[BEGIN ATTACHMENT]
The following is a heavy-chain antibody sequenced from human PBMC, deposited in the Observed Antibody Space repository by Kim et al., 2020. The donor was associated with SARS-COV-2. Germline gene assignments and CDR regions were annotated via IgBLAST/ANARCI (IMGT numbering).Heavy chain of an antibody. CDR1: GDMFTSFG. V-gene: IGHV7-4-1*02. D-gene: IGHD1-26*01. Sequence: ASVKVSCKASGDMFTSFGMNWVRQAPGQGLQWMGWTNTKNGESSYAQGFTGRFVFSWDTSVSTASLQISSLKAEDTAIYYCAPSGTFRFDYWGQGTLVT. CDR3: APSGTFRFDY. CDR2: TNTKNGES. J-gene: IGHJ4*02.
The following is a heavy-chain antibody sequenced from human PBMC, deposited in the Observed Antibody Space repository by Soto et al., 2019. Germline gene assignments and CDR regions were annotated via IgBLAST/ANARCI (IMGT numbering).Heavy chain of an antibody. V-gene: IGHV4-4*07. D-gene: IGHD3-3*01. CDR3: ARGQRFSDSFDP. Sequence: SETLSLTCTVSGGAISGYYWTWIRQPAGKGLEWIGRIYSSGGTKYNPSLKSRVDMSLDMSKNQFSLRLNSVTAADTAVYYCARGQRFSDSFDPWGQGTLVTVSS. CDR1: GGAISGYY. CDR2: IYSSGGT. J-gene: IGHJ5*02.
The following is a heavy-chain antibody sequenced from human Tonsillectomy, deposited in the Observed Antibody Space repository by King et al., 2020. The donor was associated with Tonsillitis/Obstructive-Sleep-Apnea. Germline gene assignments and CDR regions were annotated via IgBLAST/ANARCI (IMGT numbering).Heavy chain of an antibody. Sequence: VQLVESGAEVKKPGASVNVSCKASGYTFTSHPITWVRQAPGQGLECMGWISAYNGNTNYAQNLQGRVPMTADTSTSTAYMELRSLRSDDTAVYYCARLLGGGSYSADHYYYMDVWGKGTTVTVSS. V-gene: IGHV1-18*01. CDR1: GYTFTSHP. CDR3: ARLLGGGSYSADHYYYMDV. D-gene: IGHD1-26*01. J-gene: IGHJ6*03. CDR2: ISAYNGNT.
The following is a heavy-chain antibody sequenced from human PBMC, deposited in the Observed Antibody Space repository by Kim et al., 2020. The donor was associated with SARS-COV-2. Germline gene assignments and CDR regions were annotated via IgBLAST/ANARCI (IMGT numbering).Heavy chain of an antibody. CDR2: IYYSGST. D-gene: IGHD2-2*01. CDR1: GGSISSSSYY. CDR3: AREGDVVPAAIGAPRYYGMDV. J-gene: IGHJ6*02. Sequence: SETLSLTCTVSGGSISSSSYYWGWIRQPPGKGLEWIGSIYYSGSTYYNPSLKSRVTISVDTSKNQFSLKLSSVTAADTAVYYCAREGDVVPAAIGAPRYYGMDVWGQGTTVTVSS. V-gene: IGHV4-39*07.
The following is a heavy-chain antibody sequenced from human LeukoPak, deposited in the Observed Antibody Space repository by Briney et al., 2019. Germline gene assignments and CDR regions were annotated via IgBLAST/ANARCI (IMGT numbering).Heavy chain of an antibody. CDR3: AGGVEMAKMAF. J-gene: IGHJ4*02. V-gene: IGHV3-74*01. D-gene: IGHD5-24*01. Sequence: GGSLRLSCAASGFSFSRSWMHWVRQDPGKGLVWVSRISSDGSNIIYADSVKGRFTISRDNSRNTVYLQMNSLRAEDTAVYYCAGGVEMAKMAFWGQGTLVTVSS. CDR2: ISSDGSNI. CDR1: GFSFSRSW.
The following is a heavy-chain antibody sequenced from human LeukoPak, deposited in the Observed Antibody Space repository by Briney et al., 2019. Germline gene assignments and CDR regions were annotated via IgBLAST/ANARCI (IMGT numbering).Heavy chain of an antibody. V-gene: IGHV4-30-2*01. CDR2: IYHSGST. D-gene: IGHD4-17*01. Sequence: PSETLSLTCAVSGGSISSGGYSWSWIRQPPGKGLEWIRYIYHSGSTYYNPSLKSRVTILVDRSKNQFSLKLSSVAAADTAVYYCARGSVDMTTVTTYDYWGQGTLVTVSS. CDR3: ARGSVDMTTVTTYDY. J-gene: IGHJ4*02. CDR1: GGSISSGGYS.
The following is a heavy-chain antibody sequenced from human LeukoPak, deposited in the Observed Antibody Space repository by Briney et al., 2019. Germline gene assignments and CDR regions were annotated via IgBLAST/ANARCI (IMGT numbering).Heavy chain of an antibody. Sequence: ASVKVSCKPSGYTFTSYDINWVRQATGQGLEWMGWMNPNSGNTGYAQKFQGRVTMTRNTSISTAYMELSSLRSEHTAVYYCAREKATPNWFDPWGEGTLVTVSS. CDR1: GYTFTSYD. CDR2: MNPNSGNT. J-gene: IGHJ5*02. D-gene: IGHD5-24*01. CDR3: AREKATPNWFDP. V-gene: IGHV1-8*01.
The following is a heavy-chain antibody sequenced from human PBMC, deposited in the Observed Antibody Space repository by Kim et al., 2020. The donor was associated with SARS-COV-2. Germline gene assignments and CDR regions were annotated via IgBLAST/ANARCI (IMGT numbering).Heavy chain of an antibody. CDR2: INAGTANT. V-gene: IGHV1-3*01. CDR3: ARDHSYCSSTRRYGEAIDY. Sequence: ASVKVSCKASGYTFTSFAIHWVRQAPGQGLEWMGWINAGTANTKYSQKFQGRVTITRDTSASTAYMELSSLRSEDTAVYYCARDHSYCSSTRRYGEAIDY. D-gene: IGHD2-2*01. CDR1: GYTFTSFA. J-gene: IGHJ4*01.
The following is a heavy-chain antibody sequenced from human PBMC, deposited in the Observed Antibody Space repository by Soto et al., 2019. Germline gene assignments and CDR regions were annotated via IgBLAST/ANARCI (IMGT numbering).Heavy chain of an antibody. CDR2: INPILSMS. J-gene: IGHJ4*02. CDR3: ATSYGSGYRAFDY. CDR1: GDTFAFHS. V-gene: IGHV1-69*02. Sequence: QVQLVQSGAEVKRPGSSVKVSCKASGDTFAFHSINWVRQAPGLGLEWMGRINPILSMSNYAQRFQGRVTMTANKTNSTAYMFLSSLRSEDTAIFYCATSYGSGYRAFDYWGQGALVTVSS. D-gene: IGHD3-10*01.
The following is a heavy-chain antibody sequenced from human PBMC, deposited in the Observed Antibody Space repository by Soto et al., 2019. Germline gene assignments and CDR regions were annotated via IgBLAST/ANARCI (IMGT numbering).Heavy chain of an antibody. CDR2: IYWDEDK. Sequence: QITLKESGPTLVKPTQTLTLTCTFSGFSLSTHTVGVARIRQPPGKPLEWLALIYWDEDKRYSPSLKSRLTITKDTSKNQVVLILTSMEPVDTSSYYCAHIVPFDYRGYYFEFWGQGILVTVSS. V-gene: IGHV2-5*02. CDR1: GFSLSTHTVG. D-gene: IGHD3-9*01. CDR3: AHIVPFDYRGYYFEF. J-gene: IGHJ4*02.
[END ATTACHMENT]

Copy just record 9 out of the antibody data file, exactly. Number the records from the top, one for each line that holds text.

The following is a heavy-chain antibody sequenced from human PBMC, deposited in the Observed Antibody Space repository by Soto et al., 2019. Germline gene assignments and CDR regions were annotated via IgBLAST/ANARCI (IMGT numbering).Heavy chain of an antibody. CDR2: INPILSMS. J-gene: IGHJ4*02. CDR3: ATSYGSGYRAFDY. CDR1: GDTFAFHS. V-gene: IGHV1-69*02. Sequence: QVQLVQSGAEVKRPGSSVKVSCKASGDTFAFHSINWVRQAPGLGLEWMGRINPILSMSNYAQRFQGRVTMTANKTNSTAYMFLSSLRSEDTAIFYCATSYGSGYRAFDYWGQGALVTVSS. D-gene: IGHD3-10*01.